Energy from water – Inverse pumped hydro storage
Inverse pumped hydro storage is a variation of pumped hydro storage, the most widely used form of electricity storage worldwide. For countries with a low natural decline, such as the Netherlands, concepts have been devised where a diked reservoir is built in the North Sea or IJsselmeer, in which the water level is manipulated by means of pump turbines. This creates a drop of several tens of meters. The most recent studies assume an energy storage lake from which water is pumped out when there is a high supply (and low price) of electricity and water flows into the lake when there is a high demand for electricity through a turbine that generates electricity (De Vilder, 2017, Witteveen+Bos, 2019).
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The Lievense plan was developed in the Netherlands in the 1970s and 1980s. The most recent variant is an energy island in the North Sea with a storage capacity of 20 or 30 GWh (de Boer et al., 2007). Under certain assumptions this plan had a positive business case, however it did not progress beyond a basic design. De Vilder (2017), under the supervision of Witteveen+Bos, investigated an energy storage lake on the Dogger Bank with a storage capacity of 25-50 GWh. The only active initiative in the Netherlands is Delta21, which combines water safety and nature development with energy storage in an energy storage lake.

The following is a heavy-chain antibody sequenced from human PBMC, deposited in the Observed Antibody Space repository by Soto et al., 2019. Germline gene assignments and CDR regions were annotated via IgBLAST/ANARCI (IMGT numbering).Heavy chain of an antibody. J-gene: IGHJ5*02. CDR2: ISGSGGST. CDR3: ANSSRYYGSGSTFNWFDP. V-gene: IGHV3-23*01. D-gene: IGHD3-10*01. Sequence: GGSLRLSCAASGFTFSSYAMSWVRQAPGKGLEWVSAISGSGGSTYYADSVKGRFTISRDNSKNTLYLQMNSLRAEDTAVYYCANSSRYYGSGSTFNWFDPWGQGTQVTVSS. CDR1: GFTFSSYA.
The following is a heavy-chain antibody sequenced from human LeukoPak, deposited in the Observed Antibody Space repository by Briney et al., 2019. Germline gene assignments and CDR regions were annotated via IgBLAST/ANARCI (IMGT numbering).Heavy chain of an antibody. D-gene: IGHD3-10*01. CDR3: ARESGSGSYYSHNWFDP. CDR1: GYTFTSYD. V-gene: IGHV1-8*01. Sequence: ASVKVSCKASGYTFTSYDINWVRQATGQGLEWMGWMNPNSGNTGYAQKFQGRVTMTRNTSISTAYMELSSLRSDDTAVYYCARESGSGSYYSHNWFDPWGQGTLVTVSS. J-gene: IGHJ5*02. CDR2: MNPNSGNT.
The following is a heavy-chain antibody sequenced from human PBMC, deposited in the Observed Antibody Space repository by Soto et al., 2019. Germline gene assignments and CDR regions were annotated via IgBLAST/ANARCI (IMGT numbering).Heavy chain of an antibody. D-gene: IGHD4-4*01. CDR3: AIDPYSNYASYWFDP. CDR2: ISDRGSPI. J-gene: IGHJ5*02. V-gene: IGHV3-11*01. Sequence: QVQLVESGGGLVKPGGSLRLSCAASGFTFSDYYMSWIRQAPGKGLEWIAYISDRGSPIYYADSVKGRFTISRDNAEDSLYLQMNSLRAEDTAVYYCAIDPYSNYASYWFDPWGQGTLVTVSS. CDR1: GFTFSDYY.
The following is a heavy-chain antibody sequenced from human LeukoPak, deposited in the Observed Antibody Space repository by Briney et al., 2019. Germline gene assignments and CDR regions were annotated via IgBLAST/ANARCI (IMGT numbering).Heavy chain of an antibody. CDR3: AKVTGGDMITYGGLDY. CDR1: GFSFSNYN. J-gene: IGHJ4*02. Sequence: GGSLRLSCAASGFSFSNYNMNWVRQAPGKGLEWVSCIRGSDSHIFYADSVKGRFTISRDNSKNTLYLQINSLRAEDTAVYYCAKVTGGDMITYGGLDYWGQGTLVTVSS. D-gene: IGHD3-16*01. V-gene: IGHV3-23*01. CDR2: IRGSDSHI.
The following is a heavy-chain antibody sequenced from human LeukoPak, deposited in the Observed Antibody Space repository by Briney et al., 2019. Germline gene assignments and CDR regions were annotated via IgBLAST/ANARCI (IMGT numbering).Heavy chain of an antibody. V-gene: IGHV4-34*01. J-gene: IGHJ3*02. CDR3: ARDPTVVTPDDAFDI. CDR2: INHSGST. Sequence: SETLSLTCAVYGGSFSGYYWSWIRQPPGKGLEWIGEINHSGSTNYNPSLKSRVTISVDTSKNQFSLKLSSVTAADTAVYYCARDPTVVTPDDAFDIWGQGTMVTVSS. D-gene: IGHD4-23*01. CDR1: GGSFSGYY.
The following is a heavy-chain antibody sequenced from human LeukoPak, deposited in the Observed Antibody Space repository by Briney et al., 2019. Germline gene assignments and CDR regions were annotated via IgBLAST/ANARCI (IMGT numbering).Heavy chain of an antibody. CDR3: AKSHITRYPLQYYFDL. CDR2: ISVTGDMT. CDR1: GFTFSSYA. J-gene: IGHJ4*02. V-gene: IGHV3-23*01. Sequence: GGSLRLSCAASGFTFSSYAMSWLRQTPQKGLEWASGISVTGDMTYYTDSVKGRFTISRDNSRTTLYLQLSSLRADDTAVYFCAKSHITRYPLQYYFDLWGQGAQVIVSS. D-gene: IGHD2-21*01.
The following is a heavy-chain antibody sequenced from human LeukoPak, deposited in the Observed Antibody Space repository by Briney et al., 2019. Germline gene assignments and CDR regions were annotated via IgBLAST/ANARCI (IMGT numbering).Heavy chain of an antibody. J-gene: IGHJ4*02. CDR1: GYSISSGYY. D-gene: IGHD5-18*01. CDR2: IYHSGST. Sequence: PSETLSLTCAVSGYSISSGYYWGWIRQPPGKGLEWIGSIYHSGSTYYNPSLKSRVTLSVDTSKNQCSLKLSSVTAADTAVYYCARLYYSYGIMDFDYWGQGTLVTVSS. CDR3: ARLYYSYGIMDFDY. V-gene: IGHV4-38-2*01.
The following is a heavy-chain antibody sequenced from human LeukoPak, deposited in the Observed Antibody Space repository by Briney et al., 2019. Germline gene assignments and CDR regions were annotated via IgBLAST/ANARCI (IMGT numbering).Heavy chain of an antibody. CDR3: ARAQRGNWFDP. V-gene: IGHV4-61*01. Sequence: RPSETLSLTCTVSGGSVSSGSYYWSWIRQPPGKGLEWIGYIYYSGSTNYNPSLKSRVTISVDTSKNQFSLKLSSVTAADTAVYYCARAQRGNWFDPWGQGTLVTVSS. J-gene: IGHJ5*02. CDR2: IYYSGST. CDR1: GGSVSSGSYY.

The most recent Delta21 design has an energy lake with a pump turbine capacity of 1.8 GW, which, if necessary, can quickly drain river water at very high water levels, thereby preventing the need for reinforcement of river dikes. Furthermore, the pump turbine is used to pump water from the lake when there is a high supply of electricity and to supply energy when there is a high demand for electricity (Delta 21, 2020).